European Union Trade Commissioner Peter Mandelson said Tuesday the 27-nation bloc and China have agreed on a joint import surveillance system to track textile and apparel shipments for one year in 2008, when import quotas on 10 sensitive categories...
GENEVA — European Union Trade Commissioner Peter Mandelson said Tuesday the 27-nation bloc and China have agreed on a joint import surveillance system to track textile and apparel shipments for one year in 2008, when import quotas on 10 sensitive categories expire.
"I welcome this step in the cooperation between the EU and China in ensuring a smooth transition to free trade in textiles," Mandelson said in a statement. "A system of joint monitoring means predictability for EU producers and traders."
The measures, viewed by importers and retailers as an administrative burden, were welcomed by the European Apparel & Textile Organization, also known as Euratex.
"In the absence of quotas after the end of 2007, this agreement offers the most practical means of contributing to the smooth transition of quota-free trade during the course of 2008," said Euratex president Michele Tronconi.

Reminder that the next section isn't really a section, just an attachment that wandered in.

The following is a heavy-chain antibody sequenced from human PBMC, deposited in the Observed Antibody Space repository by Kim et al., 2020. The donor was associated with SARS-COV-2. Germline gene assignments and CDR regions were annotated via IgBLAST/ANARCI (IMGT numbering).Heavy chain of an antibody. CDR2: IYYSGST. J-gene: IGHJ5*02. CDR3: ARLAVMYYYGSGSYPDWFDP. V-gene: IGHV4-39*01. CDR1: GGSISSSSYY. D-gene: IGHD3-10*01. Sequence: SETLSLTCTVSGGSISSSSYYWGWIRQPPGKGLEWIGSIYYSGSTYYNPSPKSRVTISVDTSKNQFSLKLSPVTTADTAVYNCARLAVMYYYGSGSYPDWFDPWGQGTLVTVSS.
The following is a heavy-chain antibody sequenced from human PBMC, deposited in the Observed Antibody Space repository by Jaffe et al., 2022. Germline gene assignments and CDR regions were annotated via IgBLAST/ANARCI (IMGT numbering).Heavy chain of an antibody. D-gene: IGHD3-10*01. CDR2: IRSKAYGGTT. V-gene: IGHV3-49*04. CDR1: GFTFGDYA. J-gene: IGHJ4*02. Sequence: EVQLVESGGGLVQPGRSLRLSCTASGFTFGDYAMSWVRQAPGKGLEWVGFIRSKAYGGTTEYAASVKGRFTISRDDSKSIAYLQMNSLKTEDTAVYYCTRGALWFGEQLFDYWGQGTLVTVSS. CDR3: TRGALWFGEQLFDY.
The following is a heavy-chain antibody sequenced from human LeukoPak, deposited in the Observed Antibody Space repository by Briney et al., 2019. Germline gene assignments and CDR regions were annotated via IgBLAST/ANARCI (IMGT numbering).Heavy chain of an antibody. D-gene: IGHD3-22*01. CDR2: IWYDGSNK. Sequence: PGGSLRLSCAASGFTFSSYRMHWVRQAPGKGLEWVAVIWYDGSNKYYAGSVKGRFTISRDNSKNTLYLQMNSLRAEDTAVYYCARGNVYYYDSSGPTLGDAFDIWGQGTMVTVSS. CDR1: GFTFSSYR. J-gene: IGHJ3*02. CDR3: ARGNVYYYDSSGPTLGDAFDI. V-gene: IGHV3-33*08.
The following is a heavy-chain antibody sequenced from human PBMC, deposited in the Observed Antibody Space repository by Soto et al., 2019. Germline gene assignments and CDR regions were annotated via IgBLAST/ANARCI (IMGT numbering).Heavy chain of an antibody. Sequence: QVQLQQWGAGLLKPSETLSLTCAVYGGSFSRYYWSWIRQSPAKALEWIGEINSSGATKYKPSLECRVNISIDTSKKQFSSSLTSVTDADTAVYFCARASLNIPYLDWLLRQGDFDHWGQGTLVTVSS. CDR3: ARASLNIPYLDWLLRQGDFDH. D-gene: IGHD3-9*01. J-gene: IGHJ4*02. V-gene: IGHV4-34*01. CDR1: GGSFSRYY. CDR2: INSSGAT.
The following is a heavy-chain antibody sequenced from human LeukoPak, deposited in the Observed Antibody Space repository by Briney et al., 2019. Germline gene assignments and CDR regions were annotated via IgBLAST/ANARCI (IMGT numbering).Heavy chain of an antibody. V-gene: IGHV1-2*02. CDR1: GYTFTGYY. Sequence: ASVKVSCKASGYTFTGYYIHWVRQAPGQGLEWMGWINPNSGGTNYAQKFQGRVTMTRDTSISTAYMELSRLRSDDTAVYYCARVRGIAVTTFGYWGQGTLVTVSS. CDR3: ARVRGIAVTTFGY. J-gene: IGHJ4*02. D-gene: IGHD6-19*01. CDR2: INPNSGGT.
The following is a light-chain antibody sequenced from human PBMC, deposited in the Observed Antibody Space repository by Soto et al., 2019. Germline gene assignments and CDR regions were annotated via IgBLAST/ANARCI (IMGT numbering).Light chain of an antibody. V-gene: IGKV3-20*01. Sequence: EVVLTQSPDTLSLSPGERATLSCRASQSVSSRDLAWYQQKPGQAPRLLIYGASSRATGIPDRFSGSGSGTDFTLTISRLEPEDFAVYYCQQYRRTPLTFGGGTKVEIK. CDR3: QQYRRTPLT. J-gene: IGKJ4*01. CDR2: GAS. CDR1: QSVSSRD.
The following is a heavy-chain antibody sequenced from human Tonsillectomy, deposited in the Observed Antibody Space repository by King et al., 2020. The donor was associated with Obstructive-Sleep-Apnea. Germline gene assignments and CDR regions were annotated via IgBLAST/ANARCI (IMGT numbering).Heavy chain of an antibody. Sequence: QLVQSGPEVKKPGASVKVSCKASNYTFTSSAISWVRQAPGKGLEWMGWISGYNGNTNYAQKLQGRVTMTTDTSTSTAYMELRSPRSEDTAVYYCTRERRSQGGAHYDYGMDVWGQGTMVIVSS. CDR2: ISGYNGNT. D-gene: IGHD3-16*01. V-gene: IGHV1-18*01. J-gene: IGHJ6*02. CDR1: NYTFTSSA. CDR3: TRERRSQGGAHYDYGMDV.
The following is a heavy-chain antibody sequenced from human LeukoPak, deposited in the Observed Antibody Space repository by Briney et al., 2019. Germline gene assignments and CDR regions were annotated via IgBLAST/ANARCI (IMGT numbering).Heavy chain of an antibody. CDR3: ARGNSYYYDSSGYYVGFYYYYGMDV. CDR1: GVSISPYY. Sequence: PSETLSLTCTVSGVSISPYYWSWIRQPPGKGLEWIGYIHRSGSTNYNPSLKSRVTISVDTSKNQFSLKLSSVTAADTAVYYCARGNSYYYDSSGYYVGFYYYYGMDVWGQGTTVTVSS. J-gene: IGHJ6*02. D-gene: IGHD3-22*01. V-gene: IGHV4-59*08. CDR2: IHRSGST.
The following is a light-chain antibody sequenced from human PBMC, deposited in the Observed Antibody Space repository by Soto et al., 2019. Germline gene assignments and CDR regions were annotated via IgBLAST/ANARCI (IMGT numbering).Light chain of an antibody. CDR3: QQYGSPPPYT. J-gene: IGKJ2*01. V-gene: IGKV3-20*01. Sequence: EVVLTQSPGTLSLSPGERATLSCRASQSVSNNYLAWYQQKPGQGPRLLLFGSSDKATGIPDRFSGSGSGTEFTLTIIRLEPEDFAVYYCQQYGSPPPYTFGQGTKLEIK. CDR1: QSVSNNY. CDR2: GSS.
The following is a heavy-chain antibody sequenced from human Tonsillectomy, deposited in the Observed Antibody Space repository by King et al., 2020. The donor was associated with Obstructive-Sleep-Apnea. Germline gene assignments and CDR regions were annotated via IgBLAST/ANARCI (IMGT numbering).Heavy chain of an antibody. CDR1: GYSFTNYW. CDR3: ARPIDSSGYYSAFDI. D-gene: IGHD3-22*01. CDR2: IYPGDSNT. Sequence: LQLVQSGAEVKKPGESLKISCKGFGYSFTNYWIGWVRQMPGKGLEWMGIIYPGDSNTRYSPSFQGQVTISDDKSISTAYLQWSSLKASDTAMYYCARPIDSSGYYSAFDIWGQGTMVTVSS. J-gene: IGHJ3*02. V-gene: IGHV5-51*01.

He said the new agreement will provide the industry and EU officials with the ability to "closely monitor trade flows from China in these core categories," and also provide "the opportunity, should the need arise, to seek redress, and thus to avoid a rerun of the events in the summer of 2005."
The dual system will cover eight of the 10 most sensitive product categories covered by the China-EU deal of June 2005, reached after a surge in imports following the end of the global quota regime on Jan. 1, 2005.
The bilateral accord limited the growth rates to between 8 and 12.5 percent. The categories that will be covered by the new monitoring system include T-shirts, sweatshirts, men's trousers, blouses, dresses, bras, bed linen and flax yarn.
The dual system will track the issuing of licenses in China for export and the importation of goods in the EU. However, the goods monitored will not be subject to import restrictions under this arrangement.
A Stella McCartney sketch of a custom dress made from protein-based silk in partnership with biotech lab Bolt Threads. The dress will be displayed at The Museum of Modern Art's upcoming design exhibition, "Items: Is Fashion Modern?"